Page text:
Based on what Daly Cherry-Evans and Cameron Munster produced at Suncorp Stadium in the final game of last year, we knew their combination worked. The Walker-Nathan Cleary combination, however, was an unknown. Given what they produced on their first go, they may not get a second.
Before he was knocked out against Newcastle and, subsequently State of Origin I, Luke Keary was the first NSW half picked. Perhaps he will belatedly get the chance to pull on the Blues jersey.
The selection of Cleary was more controversial than that of his halves partner. Unlike Walker, Cleary’s form was like that of his club side; ordinary. Fittler chose him last year on potential, this time on faith. For the most part, he rewarded it.
Throughout the lead up, Blues assistant Andrew Johns told Cleary to narrow his focus. His first task, as the Immortal wrote in his Herald column, was to own the first 20 minutes. On this score, Cleary was a resounding success. After the opening quarter of an hour, Johns was asked to provide an appraisal of Cleary’s start.
“At the moment, he’s getting an A-plus,” Johns said in commentary for Nine.
With Panthers teammate James Maloney not there to take control, Cleary had to step up. He kicked long, sometimes early in the tackle count, in a bid to get Queensland on the back foot. In theory, that should have allowed Walker, one of the most instinctive players in the game, to take advantage. It never happened. The South Sydney pivot has been involved in more NRL tries than any other player this year, but couldn’t find his rhythm here. He ran the ball just four times.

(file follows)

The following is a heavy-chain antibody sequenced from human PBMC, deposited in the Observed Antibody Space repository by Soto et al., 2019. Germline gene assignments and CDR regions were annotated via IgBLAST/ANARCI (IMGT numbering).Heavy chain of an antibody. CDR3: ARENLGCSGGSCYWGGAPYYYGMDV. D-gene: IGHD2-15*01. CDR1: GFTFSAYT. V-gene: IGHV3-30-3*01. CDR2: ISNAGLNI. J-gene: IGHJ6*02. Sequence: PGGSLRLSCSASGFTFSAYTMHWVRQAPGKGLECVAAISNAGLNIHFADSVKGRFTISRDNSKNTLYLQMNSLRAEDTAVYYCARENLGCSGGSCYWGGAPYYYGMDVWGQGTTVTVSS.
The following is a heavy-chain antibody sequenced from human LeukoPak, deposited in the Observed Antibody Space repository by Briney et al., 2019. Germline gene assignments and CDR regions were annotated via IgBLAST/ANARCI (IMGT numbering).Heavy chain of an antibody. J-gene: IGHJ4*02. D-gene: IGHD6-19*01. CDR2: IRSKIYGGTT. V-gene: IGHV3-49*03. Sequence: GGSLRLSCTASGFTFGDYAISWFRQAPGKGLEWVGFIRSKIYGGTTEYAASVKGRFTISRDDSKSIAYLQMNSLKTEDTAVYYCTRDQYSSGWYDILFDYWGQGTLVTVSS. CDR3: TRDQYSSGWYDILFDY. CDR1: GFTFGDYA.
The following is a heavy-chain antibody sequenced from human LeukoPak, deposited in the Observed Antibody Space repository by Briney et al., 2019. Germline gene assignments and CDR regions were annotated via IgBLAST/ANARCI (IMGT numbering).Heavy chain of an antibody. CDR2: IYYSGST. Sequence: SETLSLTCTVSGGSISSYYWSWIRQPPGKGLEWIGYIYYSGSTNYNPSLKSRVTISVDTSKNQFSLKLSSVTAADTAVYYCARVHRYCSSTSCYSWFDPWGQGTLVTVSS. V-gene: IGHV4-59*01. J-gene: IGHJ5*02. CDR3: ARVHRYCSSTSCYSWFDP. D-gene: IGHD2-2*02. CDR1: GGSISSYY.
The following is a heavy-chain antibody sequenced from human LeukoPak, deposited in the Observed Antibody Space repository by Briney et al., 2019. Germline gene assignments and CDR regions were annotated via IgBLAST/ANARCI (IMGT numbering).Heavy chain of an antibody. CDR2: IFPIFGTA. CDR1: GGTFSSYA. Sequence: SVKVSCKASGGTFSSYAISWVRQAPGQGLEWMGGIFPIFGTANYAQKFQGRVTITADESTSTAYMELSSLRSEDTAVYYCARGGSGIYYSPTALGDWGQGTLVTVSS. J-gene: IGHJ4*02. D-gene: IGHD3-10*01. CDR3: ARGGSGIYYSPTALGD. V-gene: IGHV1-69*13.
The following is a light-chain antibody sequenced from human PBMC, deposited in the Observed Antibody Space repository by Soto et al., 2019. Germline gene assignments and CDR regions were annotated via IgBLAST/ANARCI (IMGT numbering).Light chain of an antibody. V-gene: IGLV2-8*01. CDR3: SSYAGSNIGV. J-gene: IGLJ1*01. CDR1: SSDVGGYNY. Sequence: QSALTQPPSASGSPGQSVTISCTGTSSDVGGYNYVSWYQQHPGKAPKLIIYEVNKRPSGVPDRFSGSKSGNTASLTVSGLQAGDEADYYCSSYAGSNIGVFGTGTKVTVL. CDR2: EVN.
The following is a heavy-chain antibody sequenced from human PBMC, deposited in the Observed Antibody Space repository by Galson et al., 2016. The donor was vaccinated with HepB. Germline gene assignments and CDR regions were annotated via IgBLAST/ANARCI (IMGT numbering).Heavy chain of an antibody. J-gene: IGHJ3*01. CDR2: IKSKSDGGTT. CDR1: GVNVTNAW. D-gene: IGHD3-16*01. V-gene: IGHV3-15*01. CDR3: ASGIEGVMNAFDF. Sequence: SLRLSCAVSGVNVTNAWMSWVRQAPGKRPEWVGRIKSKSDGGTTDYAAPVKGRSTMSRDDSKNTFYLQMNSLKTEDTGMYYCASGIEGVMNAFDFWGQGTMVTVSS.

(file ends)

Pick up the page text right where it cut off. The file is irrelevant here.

Most of the quality football NSW played was off the back of Damien Cook and James Tedesco. Given his club combination with the dynamic dummy half, it was surprising Walker struggled to involve himself. Another man who saw little quality football was Mitchell, another failing of the Blues halves.
Cook and Tedesco were the dominant figures for most of the match, before momentum swung in favour of the Queenslanders.
Fittler has wrestled to find the balance between form and loyalty. He was loyal to Cleary and rewarded Walker’s strong start to the year. But if Keary is available for Origin II, it could again be a case of Walker’s off.
Adrian Proszenko is the Chief Rugby League Reporter for the Sydney Morning Herald.